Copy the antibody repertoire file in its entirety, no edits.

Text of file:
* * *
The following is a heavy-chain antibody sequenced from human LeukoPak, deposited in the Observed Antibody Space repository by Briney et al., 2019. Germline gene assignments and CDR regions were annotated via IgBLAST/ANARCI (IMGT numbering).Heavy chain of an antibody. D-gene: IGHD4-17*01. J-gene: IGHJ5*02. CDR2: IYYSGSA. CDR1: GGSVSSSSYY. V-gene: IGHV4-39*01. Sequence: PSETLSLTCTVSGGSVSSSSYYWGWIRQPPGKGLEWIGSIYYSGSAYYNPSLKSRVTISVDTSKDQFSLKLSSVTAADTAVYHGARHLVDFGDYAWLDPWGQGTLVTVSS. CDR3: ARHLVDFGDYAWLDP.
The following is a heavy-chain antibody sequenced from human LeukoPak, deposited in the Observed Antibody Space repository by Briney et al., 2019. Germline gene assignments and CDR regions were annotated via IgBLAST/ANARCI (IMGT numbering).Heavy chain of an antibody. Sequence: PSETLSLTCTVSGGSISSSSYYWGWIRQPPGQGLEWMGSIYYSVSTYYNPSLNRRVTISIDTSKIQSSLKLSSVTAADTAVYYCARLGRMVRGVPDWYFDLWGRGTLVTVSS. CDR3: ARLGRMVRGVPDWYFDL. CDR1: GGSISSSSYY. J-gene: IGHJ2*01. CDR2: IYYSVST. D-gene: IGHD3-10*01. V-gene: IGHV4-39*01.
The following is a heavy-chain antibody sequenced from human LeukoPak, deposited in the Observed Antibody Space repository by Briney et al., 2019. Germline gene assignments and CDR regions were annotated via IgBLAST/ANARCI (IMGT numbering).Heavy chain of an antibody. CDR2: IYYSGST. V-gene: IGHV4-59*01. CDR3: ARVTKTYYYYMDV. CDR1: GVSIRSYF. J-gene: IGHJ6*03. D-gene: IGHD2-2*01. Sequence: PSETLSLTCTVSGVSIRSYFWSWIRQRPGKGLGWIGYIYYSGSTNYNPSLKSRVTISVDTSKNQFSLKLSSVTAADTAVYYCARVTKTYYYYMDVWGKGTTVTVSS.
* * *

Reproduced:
The following is a heavy-chain antibody sequenced from human LeukoPak, deposited in the Observed Antibody Space repository by Briney et al., 2019. Germline gene assignments and CDR regions were annotated via IgBLAST/ANARCI (IMGT numbering).Heavy chain of an antibody. D-gene: IGHD4-17*01. J-gene: IGHJ5*02. CDR2: IYYSGSA. CDR1: GGSVSSSSYY. V-gene: IGHV4-39*01. Sequence: PSETLSLTCTVSGGSVSSSSYYWGWIRQPPGKGLEWIGSIYYSGSAYYNPSLKSRVTISVDTSKDQFSLKLSSVTAADTAVYHGARHLVDFGDYAWLDPWGQGTLVTVSS. CDR3: ARHLVDFGDYAWLDP.
The following is a heavy-chain antibody sequenced from human LeukoPak, deposited in the Observed Antibody Space repository by Briney et al., 2019. Germline gene assignments and CDR regions were annotated via IgBLAST/ANARCI (IMGT numbering).Heavy chain of an antibody. Sequence: PSETLSLTCTVSGGSISSSSYYWGWIRQPPGQGLEWMGSIYYSVSTYYNPSLNRRVTISIDTSKIQSSLKLSSVTAADTAVYYCARLGRMVRGVPDWYFDLWGRGTLVTVSS. CDR3: ARLGRMVRGVPDWYFDL. CDR1: GGSISSSSYY. J-gene: IGHJ2*01. CDR2: IYYSVST. D-gene: IGHD3-10*01. V-gene: IGHV4-39*01.
The following is a heavy-chain antibody sequenced from human LeukoPak, deposited in the Observed Antibody Space repository by Briney et al., 2019. Germline gene assignments and CDR regions were annotated via IgBLAST/ANARCI (IMGT numbering).Heavy chain of an antibody. CDR2: IYYSGST. V-gene: IGHV4-59*01. CDR3: ARVTKTYYYYMDV. CDR1: GVSIRSYF. J-gene: IGHJ6*03. D-gene: IGHD2-2*01. Sequence: PSETLSLTCTVSGVSIRSYFWSWIRQRPGKGLGWIGYIYYSGSTNYNPSLKSRVTISVDTSKNQFSLKLSSVTAADTAVYYCARVTKTYYYYMDVWGKGTTVTVSS.